Given the complexity and extensiveness of the site, I think that I could turn to it whenever I needed a resource for myself or my family on any aspect of the Holocaust, even though I was reasonably well versed on the subject already. In addition, once I was familiar with how to navigate the site, the experience ceased to be so frustrating. The sections on “Site Navigation” and “Accessibility” were helpful as well, and I wished I had thought to investigate them immediately.

Having access to the additional materials provided a much fuller story, one not just of facts, dates, and horror, but of real people who led lives that parallel mine.

The Physical Visit

Nevertheless, I was unprepared for the power of the real-time visit. From the onset, it was a different experience from any museum I had ever been to. I stood outside on a rainy, cold November day and listened to a voice on a loudspeaker announcing rules while I shuffled toward a steel, glass, grey, prison-like structure, more reminiscent of an armament battery than a museum. Holes along the top of the walls looked like they were built for guns. The illusion was suppressed but not dispelled once I was inside and attending to the practical matter of a pass.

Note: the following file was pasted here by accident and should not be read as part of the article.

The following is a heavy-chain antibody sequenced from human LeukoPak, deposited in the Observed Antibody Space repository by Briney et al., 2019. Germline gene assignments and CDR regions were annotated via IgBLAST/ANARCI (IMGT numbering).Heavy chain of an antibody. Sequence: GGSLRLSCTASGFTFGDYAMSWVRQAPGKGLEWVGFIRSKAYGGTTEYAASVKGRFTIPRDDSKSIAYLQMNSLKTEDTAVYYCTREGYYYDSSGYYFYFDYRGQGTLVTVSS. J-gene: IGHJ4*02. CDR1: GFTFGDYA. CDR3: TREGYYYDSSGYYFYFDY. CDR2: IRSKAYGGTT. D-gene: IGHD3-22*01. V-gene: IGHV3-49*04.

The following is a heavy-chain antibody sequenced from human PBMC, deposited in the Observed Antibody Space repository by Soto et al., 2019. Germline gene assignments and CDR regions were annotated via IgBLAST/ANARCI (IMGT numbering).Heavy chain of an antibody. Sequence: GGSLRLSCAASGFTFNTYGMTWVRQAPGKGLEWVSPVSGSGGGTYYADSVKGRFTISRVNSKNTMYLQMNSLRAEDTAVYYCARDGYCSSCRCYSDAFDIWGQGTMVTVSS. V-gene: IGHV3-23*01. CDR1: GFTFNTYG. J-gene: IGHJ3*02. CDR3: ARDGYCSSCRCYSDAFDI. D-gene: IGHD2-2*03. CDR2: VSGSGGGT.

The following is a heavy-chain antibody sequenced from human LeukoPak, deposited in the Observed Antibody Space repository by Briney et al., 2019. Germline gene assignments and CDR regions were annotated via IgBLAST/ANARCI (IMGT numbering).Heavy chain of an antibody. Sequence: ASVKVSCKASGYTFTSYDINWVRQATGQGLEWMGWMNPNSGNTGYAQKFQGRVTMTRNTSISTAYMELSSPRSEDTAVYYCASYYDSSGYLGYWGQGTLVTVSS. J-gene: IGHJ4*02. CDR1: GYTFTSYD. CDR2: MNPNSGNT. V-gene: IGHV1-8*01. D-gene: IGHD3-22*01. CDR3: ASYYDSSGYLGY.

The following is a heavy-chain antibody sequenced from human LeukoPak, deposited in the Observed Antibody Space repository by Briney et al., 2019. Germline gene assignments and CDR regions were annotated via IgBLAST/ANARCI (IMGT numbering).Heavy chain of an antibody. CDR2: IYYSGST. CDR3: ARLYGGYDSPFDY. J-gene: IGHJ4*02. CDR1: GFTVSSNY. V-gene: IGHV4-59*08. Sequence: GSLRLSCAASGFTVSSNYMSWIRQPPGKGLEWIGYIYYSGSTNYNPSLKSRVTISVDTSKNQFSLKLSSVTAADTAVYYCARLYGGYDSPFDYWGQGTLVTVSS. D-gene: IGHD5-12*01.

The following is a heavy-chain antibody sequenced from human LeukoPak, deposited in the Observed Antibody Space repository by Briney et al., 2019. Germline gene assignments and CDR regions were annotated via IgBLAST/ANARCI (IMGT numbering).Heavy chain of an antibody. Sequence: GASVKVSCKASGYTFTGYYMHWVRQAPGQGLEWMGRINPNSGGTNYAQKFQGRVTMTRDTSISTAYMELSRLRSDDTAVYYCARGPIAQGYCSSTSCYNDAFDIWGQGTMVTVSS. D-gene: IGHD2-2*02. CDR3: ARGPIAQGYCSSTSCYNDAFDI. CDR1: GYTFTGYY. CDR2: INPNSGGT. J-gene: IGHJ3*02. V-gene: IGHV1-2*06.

In “The Poetic Image and Native American Art,” Patrick T. Houlihan discusses the deeply emotional response that does not come from the brain but the soul. It does not require an analytical construct but resonates immediately, as a poem through its exuberance seizes the imagination. (34) The architecture of the U. S. Holocaust Memorial and Museum, the quiet inside the building as we neared the elevators that would take us to the exhibit, the clanging of the doors as they shut on us, the whispering crowd suddenly hushed as we “proceeded through time to the back door of the Holocaust”—these elements offered a very dark poem indeed. We were not allowed in without a pass and a security card, we had to wear the identity of a victim of the Holocaust as our badge.